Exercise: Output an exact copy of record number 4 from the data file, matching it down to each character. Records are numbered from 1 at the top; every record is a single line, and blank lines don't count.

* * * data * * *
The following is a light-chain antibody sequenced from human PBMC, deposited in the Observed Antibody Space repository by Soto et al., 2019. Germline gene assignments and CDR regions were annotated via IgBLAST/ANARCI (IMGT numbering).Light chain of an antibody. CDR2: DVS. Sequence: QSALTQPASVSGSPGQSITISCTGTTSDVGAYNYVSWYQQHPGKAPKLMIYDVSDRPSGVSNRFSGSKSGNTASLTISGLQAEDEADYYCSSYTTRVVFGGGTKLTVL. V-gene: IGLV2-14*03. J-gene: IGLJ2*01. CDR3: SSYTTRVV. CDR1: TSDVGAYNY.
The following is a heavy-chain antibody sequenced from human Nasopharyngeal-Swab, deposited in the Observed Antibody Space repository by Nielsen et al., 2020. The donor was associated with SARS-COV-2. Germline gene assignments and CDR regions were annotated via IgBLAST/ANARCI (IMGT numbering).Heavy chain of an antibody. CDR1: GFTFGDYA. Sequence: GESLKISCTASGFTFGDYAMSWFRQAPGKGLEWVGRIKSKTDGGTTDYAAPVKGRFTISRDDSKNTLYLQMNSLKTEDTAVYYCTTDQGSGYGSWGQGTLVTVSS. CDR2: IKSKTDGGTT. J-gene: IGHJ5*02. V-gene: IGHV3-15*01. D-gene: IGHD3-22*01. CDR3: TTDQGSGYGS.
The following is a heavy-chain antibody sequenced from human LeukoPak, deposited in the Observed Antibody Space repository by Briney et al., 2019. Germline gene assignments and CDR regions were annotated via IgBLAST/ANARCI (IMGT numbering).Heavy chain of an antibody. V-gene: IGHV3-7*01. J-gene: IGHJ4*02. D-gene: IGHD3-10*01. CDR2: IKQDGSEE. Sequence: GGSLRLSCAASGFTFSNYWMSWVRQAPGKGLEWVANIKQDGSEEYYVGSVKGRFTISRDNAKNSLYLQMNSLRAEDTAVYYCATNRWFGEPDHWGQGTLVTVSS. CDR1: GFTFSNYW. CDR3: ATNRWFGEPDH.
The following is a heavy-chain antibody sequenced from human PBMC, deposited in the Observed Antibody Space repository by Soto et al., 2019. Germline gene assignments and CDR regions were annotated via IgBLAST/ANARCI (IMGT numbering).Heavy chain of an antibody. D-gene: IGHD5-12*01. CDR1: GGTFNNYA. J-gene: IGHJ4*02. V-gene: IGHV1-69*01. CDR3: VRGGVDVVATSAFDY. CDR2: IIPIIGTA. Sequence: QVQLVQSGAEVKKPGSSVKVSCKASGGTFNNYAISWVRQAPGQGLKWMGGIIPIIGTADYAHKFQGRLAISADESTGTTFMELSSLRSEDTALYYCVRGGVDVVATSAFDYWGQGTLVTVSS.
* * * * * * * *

The following is a heavy-chain antibody sequenced from human PBMC, deposited in the Observed Antibody Space repository by Soto et al., 2019. Germline gene assignments and CDR regions were annotated via IgBLAST/ANARCI (IMGT numbering).Heavy chain of an antibody. D-gene: IGHD5-12*01. CDR1: GGTFNNYA. J-gene: IGHJ4*02. V-gene: IGHV1-69*01. CDR3: VRGGVDVVATSAFDY. CDR2: IIPIIGTA. Sequence: QVQLVQSGAEVKKPGSSVKVSCKASGGTFNNYAISWVRQAPGQGLKWMGGIIPIIGTADYAHKFQGRLAISADESTGTTFMELSSLRSEDTALYYCVRGGVDVVATSAFDYWGQGTLVTVSS.